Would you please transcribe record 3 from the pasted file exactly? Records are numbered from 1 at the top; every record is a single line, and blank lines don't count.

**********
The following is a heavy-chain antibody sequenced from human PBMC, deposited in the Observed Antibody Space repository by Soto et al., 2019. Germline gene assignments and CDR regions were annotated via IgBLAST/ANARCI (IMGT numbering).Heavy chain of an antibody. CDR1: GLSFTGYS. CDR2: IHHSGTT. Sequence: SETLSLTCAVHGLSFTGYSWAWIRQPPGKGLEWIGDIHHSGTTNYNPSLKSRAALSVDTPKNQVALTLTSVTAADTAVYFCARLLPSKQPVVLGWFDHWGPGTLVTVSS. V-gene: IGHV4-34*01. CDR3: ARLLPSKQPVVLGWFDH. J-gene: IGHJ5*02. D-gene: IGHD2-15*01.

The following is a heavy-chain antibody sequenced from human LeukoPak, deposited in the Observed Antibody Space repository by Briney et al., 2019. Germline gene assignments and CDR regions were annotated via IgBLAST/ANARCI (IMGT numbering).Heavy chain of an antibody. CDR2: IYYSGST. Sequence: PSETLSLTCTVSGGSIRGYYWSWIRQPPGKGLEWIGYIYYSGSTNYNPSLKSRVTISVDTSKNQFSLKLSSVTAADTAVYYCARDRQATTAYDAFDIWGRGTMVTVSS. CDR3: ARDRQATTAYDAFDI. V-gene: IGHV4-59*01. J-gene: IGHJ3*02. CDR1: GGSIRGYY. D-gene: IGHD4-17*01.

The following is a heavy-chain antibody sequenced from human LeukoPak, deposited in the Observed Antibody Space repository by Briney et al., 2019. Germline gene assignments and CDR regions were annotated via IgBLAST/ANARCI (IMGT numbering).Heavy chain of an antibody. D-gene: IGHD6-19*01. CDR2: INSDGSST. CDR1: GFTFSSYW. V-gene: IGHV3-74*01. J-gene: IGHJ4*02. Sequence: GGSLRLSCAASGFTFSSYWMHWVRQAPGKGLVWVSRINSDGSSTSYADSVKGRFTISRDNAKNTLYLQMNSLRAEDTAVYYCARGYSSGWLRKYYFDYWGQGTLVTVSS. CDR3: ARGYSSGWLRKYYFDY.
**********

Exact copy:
The following is a heavy-chain antibody sequenced from human LeukoPak, deposited in the Observed Antibody Space repository by Briney et al., 2019. Germline gene assignments and CDR regions were annotated via IgBLAST/ANARCI (IMGT numbering).Heavy chain of an antibody. D-gene: IGHD6-19*01. CDR2: INSDGSST. CDR1: GFTFSSYW. V-gene: IGHV3-74*01. J-gene: IGHJ4*02. Sequence: GGSLRLSCAASGFTFSSYWMHWVRQAPGKGLVWVSRINSDGSSTSYADSVKGRFTISRDNAKNTLYLQMNSLRAEDTAVYYCARGYSSGWLRKYYFDYWGQGTLVTVSS. CDR3: ARGYSSGWLRKYYFDY.